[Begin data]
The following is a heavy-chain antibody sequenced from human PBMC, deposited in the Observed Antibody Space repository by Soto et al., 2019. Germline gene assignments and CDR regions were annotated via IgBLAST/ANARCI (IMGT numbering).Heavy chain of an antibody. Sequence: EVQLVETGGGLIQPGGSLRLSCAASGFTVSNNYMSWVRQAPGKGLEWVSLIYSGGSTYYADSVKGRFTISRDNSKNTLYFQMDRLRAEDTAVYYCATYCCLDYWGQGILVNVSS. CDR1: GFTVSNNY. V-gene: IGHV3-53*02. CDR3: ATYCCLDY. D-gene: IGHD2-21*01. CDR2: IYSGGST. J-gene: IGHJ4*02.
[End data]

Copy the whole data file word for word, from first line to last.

The following is a heavy-chain antibody sequenced from human PBMC, deposited in the Observed Antibody Space repository by Soto et al., 2019. Germline gene assignments and CDR regions were annotated via IgBLAST/ANARCI (IMGT numbering).Heavy chain of an antibody. Sequence: EVQLVETGGGLIQPGGSLRLSCAASGFTVSNNYMSWVRQAPGKGLEWVSLIYSGGSTYYADSVKGRFTISRDNSKNTLYFQMDRLRAEDTAVYYCATYCCLDYWGQGILVNVSS. CDR1: GFTVSNNY. V-gene: IGHV3-53*02. CDR3: ATYCCLDY. D-gene: IGHD2-21*01. CDR2: IYSGGST. J-gene: IGHJ4*02.